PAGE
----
Asian Reporter Info
NEW YEAR WISHES. A "Fai Chun" featuring a cute image of a tiger, top photo, designed by calligraphy artist Raymond Siu, is seen in Hong Kong. In the run-up to the Lunar New Year, calligraphers set up on the streets of Hong Kong to write ink-brush phrases on traditional red paper banners for homes and offices. Pictured in the bottom photo is 80-year-old calligraphy artist Chan King-fat. (AP Photos/Kin Cheung)
From The Asian Reporter, V32, #2 (February 7, 2022), page 11.
Hong Kong’s Lunar New Year calligraphy
By Alice Fung and Janice Lo
The Associated Press
HONG KONG — In the run-up to the Lunar New Year, calligraphers set up on the streets of Hong Kong to write ink-brush phrases on traditional red paper banners for homes and offices.
Called "Fai Chun" in Cantonese, the banners invoke hopes of good luck, prosperity, happiness, progress in studies — whatever one’s wish is for the Year of the Tiger, which started February 1.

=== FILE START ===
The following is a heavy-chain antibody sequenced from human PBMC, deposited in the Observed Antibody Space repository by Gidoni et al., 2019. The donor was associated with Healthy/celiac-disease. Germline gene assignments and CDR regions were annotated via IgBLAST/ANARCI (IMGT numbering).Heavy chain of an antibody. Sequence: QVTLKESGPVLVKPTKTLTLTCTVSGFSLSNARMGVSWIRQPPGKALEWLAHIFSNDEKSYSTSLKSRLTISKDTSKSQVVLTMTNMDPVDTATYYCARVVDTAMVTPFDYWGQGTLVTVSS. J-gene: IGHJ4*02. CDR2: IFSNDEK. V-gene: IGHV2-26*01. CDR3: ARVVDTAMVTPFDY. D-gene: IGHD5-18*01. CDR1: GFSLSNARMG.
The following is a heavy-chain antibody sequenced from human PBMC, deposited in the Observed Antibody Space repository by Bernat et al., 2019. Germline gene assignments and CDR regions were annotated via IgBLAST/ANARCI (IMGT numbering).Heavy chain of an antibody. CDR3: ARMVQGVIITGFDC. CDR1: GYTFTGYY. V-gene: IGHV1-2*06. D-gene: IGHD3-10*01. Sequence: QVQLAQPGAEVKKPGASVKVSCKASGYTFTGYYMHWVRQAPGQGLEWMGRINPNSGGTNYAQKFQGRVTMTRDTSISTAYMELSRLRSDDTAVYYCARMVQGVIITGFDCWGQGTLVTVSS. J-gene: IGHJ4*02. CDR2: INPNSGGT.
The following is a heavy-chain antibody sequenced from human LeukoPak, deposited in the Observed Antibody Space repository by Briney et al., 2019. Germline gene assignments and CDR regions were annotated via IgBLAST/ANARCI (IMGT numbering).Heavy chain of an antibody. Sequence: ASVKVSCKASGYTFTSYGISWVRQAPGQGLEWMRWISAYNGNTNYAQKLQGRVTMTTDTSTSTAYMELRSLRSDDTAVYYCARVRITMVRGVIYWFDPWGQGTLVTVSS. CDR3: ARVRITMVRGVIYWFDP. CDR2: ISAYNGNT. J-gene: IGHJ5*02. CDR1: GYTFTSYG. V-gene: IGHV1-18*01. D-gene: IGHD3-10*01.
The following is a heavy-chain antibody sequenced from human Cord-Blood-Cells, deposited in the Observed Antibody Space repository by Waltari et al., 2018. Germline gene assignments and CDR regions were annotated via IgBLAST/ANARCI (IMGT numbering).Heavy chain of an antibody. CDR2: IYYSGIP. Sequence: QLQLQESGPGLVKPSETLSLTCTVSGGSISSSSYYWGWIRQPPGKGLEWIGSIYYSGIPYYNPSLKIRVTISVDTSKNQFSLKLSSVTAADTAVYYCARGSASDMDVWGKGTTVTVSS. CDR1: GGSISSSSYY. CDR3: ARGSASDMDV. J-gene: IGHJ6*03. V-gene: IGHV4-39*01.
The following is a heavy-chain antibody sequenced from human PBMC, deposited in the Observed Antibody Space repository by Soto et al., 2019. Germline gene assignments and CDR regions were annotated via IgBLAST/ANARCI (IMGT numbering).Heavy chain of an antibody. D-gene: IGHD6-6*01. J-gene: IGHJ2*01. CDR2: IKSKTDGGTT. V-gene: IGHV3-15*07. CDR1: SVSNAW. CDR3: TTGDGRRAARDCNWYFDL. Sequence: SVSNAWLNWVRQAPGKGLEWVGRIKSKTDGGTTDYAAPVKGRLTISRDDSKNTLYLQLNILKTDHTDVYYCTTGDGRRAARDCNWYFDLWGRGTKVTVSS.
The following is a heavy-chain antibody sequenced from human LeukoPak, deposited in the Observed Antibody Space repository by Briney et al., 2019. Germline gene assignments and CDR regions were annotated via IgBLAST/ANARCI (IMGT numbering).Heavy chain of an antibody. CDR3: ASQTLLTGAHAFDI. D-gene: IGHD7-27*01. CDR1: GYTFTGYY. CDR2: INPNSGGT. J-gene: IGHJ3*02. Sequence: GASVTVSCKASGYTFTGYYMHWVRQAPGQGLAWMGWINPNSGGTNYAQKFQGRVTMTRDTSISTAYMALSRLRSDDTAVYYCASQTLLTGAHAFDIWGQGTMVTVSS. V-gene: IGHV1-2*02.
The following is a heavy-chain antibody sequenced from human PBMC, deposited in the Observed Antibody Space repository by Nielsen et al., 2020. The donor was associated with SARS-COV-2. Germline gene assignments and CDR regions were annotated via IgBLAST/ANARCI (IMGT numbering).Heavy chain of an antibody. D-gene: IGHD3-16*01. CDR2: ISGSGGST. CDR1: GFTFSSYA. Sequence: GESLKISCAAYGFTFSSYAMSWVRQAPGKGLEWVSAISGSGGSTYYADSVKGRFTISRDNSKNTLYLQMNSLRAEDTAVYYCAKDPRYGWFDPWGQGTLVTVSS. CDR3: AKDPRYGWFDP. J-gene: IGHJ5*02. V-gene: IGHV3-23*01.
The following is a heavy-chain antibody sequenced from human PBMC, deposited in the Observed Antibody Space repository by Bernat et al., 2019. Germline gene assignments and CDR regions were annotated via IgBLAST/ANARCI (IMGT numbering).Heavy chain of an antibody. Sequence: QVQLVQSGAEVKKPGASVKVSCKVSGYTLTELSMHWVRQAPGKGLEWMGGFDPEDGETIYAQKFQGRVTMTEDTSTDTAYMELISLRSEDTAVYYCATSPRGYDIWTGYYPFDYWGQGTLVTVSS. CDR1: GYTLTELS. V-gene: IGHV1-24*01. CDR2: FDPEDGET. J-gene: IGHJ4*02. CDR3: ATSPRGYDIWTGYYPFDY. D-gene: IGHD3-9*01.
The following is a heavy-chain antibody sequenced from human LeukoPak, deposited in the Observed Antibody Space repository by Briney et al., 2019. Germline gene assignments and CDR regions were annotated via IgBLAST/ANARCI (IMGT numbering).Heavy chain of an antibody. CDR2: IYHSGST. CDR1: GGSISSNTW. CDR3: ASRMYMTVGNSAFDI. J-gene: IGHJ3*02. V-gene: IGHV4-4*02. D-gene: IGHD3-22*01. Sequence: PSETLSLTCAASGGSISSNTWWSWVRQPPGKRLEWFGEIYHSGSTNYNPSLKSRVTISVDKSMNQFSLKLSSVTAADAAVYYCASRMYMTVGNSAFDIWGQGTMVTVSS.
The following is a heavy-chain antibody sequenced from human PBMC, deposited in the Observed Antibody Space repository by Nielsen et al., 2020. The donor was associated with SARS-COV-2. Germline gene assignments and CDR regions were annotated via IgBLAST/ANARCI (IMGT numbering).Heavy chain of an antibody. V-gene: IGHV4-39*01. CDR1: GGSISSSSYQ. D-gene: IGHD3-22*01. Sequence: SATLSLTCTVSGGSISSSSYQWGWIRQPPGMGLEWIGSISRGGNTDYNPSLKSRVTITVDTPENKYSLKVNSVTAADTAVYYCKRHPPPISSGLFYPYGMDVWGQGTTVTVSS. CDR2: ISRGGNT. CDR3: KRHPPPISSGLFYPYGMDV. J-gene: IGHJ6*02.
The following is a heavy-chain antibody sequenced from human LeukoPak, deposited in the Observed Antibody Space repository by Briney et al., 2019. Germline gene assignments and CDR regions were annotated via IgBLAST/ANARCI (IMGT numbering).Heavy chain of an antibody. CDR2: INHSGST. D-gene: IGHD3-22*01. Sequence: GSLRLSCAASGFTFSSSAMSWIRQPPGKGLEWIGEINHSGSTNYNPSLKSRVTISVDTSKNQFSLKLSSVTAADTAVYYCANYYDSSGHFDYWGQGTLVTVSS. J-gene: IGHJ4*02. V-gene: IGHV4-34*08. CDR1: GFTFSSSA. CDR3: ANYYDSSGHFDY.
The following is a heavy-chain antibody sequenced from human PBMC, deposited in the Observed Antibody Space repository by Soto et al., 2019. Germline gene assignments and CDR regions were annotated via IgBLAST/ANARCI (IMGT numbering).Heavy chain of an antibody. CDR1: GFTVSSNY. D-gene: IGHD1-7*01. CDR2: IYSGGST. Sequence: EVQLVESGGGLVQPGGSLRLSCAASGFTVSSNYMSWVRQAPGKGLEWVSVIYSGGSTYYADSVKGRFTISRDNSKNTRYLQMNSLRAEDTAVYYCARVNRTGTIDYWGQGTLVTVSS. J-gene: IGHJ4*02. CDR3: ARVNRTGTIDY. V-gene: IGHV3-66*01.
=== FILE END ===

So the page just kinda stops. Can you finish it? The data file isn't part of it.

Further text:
Chan King-fat, 80, was perched on a plastic stool on a busy sidewalk in the Causeway Bay shopping district. His easel was a tiny folding table on which he wrote in delicate strokes on strips of red paper.
"For some businessmen, they want me to write ‘booming business.’ But usually, people want me to write ‘welcome good fortune,’" he said.
Chan’s work hung on makeshift strings. He sells the banners for 35 Hong Kong dollars ($4.50). He has been doing so for more than a decade.
Many are well-known phrases, while others are inventive, crafted to reflect the concerns of the times. Customers hang the banners around their front door and other doorways in their homes.
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